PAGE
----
The antennas used in the dual-frequency system are the respective antennas for the side-looking configuration of each system. Each of the two transceivers have two receive channels and hence, three antennas are needed: one transmitter and two receivers. A detailed description of the S-band antennas can be found The Ka-band antennas are slotted waveguide antennas with an azimuth beamwidth of 1 ◦and 45◦in elevation.
The work presented in this thesis has proven to be useful in measuring normalized radar-cross section of water and vegetation at Ka-band in a nadir-looking geometry. The scatterometer data match the observations found in the literature which opens possibilities for future data collections that will expand our knowledge on the radar Ka-band response. Moreover,these measurements are currently being used at the Jet Propulsion Laboratory and could potentially be used to design algorithms for the SWOT mission.
The working dual-frequency system is a unique instrument capable of producing valuable datasets. Although the data still needs to be explored more in depth, the first results have shown differences in both frequencies that can be exploited to better classify natural targets. Finally, even though more effort needs to be put in improving the interferograms, the work done is the first step towards the goal of estimating biomass and snow depth.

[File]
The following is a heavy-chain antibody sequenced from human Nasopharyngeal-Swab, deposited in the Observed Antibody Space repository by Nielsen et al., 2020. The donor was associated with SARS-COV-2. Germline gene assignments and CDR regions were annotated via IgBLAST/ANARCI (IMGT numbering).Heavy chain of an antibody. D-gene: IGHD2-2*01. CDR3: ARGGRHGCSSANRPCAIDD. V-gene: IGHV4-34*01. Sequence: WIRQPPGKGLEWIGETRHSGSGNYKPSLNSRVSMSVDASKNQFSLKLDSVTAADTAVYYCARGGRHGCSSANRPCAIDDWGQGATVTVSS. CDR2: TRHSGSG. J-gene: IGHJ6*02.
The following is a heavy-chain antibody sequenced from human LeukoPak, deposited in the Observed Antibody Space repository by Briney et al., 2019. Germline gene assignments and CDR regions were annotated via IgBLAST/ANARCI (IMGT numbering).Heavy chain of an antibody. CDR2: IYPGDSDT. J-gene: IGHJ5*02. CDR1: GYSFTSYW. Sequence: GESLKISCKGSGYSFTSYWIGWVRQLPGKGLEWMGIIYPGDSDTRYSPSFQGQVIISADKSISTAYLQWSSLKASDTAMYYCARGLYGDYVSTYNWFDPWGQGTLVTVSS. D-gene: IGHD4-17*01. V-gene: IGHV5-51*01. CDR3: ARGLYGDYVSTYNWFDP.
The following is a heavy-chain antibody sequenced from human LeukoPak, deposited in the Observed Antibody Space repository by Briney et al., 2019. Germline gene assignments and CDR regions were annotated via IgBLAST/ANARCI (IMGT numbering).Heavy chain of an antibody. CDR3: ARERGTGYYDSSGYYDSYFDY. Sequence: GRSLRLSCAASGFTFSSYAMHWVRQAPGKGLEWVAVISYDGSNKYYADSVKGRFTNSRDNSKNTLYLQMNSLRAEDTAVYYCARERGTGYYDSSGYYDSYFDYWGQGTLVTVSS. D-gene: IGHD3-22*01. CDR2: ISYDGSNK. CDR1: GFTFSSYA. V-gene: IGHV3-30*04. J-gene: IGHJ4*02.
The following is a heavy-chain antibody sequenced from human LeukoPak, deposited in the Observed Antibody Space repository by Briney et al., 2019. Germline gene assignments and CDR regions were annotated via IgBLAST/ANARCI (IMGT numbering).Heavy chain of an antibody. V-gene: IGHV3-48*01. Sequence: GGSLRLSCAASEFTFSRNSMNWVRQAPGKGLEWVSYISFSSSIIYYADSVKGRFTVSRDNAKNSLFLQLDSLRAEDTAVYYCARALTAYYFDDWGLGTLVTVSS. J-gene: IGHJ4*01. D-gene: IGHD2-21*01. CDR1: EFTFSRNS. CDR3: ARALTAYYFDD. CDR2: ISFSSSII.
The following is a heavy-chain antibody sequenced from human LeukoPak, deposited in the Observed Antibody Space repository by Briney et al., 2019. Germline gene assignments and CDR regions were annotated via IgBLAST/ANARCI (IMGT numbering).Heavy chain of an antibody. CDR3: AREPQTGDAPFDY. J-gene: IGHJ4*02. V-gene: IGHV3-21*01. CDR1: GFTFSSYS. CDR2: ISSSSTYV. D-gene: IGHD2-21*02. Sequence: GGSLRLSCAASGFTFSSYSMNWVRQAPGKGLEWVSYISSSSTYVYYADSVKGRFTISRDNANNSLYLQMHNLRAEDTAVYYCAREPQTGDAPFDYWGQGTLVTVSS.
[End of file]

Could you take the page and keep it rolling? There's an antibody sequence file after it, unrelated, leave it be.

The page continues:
This thesis covers three different systems. Each one of them has its own problems, challenges and applications. Future work can be done in any direction to improve any of the radars or the dual-frequency system. Therefore, the future work is here divided in the three systems:
- S-band radar
- Ka-band scatterometer
- Dual-frequency system
Source: University of Massachusetts
Author: Gerard Ruiz Carregal